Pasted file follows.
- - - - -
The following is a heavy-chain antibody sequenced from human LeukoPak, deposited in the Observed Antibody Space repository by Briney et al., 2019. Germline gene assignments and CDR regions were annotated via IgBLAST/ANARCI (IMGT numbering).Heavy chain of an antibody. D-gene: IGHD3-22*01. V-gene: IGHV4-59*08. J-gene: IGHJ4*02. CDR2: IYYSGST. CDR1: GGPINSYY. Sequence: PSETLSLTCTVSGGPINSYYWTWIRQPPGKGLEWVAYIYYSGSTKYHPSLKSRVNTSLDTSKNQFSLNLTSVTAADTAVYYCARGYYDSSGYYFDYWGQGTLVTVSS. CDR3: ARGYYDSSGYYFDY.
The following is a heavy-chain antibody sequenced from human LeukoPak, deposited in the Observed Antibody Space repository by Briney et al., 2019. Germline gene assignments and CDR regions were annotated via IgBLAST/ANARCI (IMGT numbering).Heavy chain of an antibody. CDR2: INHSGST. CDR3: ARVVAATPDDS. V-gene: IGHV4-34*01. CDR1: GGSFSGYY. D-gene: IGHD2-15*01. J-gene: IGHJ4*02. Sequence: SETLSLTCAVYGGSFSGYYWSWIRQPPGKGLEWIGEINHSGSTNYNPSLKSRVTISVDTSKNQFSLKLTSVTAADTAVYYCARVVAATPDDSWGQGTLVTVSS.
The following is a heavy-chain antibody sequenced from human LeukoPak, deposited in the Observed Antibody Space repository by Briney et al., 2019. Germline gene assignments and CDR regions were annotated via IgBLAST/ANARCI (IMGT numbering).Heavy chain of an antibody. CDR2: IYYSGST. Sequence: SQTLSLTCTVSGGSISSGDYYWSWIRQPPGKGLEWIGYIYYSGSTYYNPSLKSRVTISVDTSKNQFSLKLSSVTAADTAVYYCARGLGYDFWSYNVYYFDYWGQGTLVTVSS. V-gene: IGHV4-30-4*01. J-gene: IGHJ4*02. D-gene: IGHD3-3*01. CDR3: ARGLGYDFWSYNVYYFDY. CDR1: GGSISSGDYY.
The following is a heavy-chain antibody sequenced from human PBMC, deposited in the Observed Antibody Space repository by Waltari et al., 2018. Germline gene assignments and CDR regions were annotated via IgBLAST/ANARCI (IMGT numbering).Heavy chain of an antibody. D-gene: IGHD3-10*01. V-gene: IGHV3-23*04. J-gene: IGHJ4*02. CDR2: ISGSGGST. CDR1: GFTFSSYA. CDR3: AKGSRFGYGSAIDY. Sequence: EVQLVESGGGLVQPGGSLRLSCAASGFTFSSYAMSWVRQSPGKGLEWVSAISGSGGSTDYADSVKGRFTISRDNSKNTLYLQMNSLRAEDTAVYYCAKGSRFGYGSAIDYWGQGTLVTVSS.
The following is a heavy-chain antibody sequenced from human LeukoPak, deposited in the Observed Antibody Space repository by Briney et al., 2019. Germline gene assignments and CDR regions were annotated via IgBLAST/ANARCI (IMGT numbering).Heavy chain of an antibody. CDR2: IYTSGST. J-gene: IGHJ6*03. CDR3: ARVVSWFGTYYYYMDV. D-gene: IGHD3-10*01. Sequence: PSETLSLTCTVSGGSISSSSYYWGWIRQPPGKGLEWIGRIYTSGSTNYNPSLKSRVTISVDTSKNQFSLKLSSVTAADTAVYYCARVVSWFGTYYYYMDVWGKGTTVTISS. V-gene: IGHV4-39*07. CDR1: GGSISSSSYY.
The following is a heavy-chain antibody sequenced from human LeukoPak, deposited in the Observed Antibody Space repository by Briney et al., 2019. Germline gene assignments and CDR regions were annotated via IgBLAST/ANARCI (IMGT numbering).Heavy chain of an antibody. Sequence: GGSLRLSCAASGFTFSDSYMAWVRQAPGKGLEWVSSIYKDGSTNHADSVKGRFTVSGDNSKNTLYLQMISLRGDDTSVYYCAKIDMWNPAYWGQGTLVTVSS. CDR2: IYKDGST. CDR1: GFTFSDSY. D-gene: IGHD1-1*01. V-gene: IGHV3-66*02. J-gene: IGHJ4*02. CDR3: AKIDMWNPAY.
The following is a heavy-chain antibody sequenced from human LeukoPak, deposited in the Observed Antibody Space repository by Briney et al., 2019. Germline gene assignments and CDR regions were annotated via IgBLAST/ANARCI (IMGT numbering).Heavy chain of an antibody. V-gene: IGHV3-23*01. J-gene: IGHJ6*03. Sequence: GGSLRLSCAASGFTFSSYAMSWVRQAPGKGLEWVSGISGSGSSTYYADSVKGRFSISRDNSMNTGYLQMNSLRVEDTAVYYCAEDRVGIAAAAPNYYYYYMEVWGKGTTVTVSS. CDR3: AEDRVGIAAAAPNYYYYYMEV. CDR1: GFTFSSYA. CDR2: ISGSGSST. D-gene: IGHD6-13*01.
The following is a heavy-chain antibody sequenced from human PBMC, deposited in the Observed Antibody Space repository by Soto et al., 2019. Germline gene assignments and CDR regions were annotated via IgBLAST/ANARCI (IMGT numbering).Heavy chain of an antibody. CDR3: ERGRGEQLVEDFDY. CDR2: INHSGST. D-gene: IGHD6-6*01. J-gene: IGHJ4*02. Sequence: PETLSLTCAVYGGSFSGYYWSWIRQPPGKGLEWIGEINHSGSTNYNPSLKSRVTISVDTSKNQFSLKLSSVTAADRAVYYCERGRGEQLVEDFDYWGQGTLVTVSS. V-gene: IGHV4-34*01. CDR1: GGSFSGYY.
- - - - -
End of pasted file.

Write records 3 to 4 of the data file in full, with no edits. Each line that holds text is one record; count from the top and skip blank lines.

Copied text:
The following is a heavy-chain antibody sequenced from human LeukoPak, deposited in the Observed Antibody Space repository by Briney et al., 2019. Germline gene assignments and CDR regions were annotated via IgBLAST/ANARCI (IMGT numbering).Heavy chain of an antibody. CDR2: IYYSGST. Sequence: SQTLSLTCTVSGGSISSGDYYWSWIRQPPGKGLEWIGYIYYSGSTYYNPSLKSRVTISVDTSKNQFSLKLSSVTAADTAVYYCARGLGYDFWSYNVYYFDYWGQGTLVTVSS. V-gene: IGHV4-30-4*01. J-gene: IGHJ4*02. D-gene: IGHD3-3*01. CDR3: ARGLGYDFWSYNVYYFDY. CDR1: GGSISSGDYY.
The following is a heavy-chain antibody sequenced from human PBMC, deposited in the Observed Antibody Space repository by Waltari et al., 2018. Germline gene assignments and CDR regions were annotated via IgBLAST/ANARCI (IMGT numbering).Heavy chain of an antibody. D-gene: IGHD3-10*01. V-gene: IGHV3-23*04. J-gene: IGHJ4*02. CDR2: ISGSGGST. CDR1: GFTFSSYA. CDR3: AKGSRFGYGSAIDY. Sequence: EVQLVESGGGLVQPGGSLRLSCAASGFTFSSYAMSWVRQSPGKGLEWVSAISGSGGSTDYADSVKGRFTISRDNSKNTLYLQMNSLRAEDTAVYYCAKGSRFGYGSAIDYWGQGTLVTVSS.